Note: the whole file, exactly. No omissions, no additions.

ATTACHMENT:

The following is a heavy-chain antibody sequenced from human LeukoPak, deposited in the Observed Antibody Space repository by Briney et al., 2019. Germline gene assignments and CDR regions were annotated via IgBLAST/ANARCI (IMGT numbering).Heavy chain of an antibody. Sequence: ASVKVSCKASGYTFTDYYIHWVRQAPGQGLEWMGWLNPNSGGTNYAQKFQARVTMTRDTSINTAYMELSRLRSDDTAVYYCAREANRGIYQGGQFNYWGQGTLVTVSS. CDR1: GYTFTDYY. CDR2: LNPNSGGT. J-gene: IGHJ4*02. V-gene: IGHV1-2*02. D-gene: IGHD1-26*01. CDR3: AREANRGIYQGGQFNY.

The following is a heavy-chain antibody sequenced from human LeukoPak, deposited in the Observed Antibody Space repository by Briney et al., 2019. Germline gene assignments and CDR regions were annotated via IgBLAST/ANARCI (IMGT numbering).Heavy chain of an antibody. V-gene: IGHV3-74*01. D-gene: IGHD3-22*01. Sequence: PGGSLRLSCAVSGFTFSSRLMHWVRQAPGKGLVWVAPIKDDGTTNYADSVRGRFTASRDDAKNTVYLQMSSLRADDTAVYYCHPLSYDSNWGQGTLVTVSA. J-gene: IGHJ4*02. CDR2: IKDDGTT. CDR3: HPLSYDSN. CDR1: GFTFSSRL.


The following is a heavy-chain antibody sequenced from human LeukoPak, deposited in the Observed Antibody Space repository by Briney et al., 2019. Germline gene assignments and CDR regions were annotated via IgBLAST/ANARCI (IMGT numbering).Heavy chain of an antibody. Sequence: ASVKVSCKASGYTFTDYYIHWVRQAPGQGLEWMGWLNPNSGGTNYAQKFQARVTMTRDTSINTAYMELSRLRSDDTAVYYCAREANRGIYQGGQFNYWGQGTLVTVSS. CDR1: GYTFTDYY. CDR2: LNPNSGGT. J-gene: IGHJ4*02. V-gene: IGHV1-2*02. D-gene: IGHD1-26*01. CDR3: AREANRGIYQGGQFNY.

The following is a heavy-chain antibody sequenced from human LeukoPak, deposited in the Observed Antibody Space repository by Briney et al., 2019. Germline gene assignments and CDR regions were annotated via IgBLAST/ANARCI (IMGT numbering).Heavy chain of an antibody. V-gene: IGHV3-74*01. D-gene: IGHD3-22*01. Sequence: PGGSLRLSCAVSGFTFSSRLMHWVRQAPGKGLVWVAPIKDDGTTNYADSVRGRFTASRDDAKNTVYLQMSSLRADDTAVYYCHPLSYDSNWGQGTLVTVSA. J-gene: IGHJ4*02. CDR2: IKDDGTT. CDR3: HPLSYDSN. CDR1: GFTFSSRL.